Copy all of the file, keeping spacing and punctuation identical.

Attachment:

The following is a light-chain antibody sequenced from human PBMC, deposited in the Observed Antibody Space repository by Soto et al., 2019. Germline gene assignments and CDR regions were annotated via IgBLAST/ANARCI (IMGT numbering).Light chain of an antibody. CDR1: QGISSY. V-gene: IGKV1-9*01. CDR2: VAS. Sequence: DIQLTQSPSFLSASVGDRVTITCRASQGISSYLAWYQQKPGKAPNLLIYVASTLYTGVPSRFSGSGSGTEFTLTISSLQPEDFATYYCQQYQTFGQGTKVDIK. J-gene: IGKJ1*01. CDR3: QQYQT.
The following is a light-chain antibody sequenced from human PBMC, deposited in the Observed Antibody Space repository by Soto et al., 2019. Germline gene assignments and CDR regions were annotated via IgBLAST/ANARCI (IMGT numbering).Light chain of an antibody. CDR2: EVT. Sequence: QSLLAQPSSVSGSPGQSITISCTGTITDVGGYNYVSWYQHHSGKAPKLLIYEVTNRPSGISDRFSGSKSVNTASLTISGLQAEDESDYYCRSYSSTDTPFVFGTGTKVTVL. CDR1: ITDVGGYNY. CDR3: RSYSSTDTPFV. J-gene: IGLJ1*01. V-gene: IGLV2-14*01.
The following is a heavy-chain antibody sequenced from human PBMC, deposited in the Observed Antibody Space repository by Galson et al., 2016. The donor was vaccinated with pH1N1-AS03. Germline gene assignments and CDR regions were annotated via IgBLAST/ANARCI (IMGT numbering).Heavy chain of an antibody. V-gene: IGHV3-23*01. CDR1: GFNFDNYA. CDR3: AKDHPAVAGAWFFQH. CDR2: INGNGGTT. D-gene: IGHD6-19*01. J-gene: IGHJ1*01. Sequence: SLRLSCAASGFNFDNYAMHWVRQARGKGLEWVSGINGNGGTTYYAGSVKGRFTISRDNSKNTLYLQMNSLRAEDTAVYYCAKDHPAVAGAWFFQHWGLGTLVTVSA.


The following is a light-chain antibody sequenced from human PBMC, deposited in the Observed Antibody Space repository by Soto et al., 2019. Germline gene assignments and CDR regions were annotated via IgBLAST/ANARCI (IMGT numbering).Light chain of an antibody. CDR1: QGISSY. V-gene: IGKV1-9*01. CDR2: VAS. Sequence: DIQLTQSPSFLSASVGDRVTITCRASQGISSYLAWYQQKPGKAPNLLIYVASTLYTGVPSRFSGSGSGTEFTLTISSLQPEDFATYYCQQYQTFGQGTKVDIK. J-gene: IGKJ1*01. CDR3: QQYQT.
The following is a light-chain antibody sequenced from human PBMC, deposited in the Observed Antibody Space repository by Soto et al., 2019. Germline gene assignments and CDR regions were annotated via IgBLAST/ANARCI (IMGT numbering).Light chain of an antibody. CDR2: EVT. Sequence: QSLLAQPSSVSGSPGQSITISCTGTITDVGGYNYVSWYQHHSGKAPKLLIYEVTNRPSGISDRFSGSKSVNTASLTISGLQAEDESDYYCRSYSSTDTPFVFGTGTKVTVL. CDR1: ITDVGGYNY. CDR3: RSYSSTDTPFV. J-gene: IGLJ1*01. V-gene: IGLV2-14*01.
The following is a heavy-chain antibody sequenced from human PBMC, deposited in the Observed Antibody Space repository by Galson et al., 2016. The donor was vaccinated with pH1N1-AS03. Germline gene assignments and CDR regions were annotated via IgBLAST/ANARCI (IMGT numbering).Heavy chain of an antibody. V-gene: IGHV3-23*01. CDR1: GFNFDNYA. CDR3: AKDHPAVAGAWFFQH. CDR2: INGNGGTT. D-gene: IGHD6-19*01. J-gene: IGHJ1*01. Sequence: SLRLSCAASGFNFDNYAMHWVRQARGKGLEWVSGINGNGGTTYYAGSVKGRFTISRDNSKNTLYLQMNSLRAEDTAVYYCAKDHPAVAGAWFFQHWGLGTLVTVSA.